2. The Genre of the Slave Narrative
3. Differences to the Slave Narrative
3.1 The Urban Perspective
3.2 Black Parents Instead of White Masters and the Depiction of Sexual Abuse
4. Similarities to the Slave Narrative
4.1 The Theme of Abuse and Exploitation
4.3 The Transformation of Precious Jones
4.4 Escaping and Becoming a Free Member of Society
Sapphire’s first novel Push (1996) is told in the African American vernacular voice of obese and illiterate 16-year-old Claireece Precious Jones who lives with her abusive mother in Harlem. The novel begins with Precious being pregnant with her second child by her father, who has been repeatedly raping her since childhood. After being expelled from high school due to her pregnancy, she is placed in an alternative school program where she learns to read and write with a group of other young women. As she becomes literate, her life begins to change.
The research question of this essay is, to what extend can features of a slave narrative be incorporated into a contemporary novel as Push and which features have to be altered in order to reflect specific cultural realities. Of the several essays written on Push most authors have focused on topics such as race and social class, food consumption and obesity, disability and the female body, rape, incest and trauma as well as on the topic of transformation. Only Riché Richardson has established a relationship between Push and the slave narrative in his essay “Close Up: Push, Precious, and New Narratives of Slavery in Harlem” by showing recurring slave narrative motifs including “Precious’ detachment from her mother and father, her sexual and physical abuse, and her quest for literary and freedom” (163).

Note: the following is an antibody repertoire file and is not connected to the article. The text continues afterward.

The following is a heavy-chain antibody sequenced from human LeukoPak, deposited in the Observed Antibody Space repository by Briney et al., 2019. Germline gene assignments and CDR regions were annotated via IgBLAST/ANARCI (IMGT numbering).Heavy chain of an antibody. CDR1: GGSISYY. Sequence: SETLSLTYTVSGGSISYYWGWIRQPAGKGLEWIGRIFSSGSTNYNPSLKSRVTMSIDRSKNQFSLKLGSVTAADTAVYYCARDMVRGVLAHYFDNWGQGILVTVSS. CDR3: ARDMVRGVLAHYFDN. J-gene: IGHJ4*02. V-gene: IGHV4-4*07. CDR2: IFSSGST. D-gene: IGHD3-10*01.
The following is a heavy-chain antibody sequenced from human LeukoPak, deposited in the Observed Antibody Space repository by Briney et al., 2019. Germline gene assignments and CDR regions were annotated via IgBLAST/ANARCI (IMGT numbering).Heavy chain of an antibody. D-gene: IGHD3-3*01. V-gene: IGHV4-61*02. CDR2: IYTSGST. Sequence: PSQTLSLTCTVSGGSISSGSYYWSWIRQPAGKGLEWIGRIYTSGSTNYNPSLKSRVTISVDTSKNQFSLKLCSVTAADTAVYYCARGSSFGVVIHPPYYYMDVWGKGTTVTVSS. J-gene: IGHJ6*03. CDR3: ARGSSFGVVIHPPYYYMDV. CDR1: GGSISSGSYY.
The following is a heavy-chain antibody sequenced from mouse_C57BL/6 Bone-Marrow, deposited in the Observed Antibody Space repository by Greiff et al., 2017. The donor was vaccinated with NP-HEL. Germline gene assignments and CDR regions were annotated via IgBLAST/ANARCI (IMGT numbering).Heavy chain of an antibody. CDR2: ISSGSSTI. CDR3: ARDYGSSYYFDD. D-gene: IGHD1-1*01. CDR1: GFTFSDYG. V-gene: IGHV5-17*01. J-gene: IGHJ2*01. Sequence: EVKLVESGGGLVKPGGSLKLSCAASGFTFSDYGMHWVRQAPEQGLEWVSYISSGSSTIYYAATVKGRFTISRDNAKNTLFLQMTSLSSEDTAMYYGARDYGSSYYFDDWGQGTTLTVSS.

In this essay, I will go a step further and not only focus on the similarities between Push and the slave narrative, but also discuss which impact the differences such as the replacement of the antebellum South into an urban setting and the replacement of slave holders into abusive and exploiting parents have on the narrative. I will begin the essay with a contextual chapter on the genre of slave narrative and its defining features. Then, I will focus on Sapphire’s Push and illustrate the differences to a slave narrative focusing on the urban setting of Harlem and the parents as tormentors. In a next step, I will discuss the similarities between Push and the slave narrative focusing on the themes of abuse and exploitation, as well as literacy, transformation and finally on escaping and being a free member of society.